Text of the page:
How cutting-edge technology at a SoCal emergency operations center helps firefighters

The Palisades Fire, fueled by old and dry vegetation that hadn't burned in more than 50 years, burned through about 1,300 acres back in May

Firefighters on the ground stopped it from spreading, but it was firefighters in a command center that were able to predict its path.

"To me, it's a game changer," said Los Angeles City Fire Department Assistant Chief Carlos Calvillo of the computer system known as WiFire. The software analyzes the weather, terrain and other key data that can show where a fire will move.

"It's a tool, it's not the decision-maker but it's something that we use to process information and make decisions with," he added.

As the commander of the Metro Fire Dispatch, Calvillo uses the information to help make those quick decisions. He showed Eyewitness News how it works by setting up a simulation of a fire starting in Mandeville Canyon.

"Let's assume that it's a Santa Ana day and I got 25 mile an hour winds, it's 97 degrees, " he said as he input the data.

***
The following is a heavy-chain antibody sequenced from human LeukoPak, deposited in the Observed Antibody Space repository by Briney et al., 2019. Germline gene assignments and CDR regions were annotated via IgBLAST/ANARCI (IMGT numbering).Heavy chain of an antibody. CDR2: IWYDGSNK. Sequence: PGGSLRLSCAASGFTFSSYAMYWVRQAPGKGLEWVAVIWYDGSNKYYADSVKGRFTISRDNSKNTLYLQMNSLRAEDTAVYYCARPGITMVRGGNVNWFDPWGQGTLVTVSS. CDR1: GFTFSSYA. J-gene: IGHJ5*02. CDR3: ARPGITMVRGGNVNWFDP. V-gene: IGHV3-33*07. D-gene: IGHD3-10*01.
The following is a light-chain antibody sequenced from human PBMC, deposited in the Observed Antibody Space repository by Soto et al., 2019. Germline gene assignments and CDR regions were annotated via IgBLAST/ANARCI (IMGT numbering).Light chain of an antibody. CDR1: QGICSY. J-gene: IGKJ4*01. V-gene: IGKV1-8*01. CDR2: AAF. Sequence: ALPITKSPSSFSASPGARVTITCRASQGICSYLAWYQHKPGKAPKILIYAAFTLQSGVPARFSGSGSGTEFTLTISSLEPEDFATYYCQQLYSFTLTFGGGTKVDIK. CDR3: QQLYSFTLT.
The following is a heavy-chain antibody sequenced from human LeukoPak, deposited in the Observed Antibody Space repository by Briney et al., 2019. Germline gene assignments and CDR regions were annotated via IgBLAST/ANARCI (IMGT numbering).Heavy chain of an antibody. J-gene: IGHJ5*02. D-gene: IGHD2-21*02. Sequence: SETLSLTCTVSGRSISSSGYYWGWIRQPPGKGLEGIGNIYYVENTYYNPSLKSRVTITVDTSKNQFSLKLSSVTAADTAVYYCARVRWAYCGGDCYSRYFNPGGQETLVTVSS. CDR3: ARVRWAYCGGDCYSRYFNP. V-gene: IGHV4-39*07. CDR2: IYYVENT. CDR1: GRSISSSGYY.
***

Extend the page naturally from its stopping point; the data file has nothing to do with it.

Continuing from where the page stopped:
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In an actual fire, the computer would gather all the real-time weather data. In seconds it crunches the numbers and comes up with a detailed prediction of where the fire is expected to go, if left to burn.

"And it's telling me the times, the number of acres, the population that it's going to impact... how many people are going to be evacuated... and the number of homes that are going to be impacted by the growth of this fire," Calvillo added.

He recalled how the technology helped during the Saddle Ridge Fire when police called to start evacuations.
All the information from the city, county and state is analyzed at the Emergency Operations Center "to help us make appropriate decisions and for us to be able to get that information to the incident commanders to get the appropriate quantity and type of resources to mitigate an emergency," said LAFD Capt. Erik Scott.

Firefighters always have eyes on any fire with cameras spread out all over Southern California.

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They've been set up by separate agencies but fire officials can access them, giving them a wide view of the entire fire and the surrounding area.

"This allows us a real-time picture of what's happening in the field, allows us to work with out personnel who are responding and ideally vanquish the flames before they cause problems," said LAFD spokesperson Brian Humphrey.

Officials say that technology is the future of firefighting. As we see more and more brush fires across California, they will be using smart technology to make quick decisions that will save property and lives.

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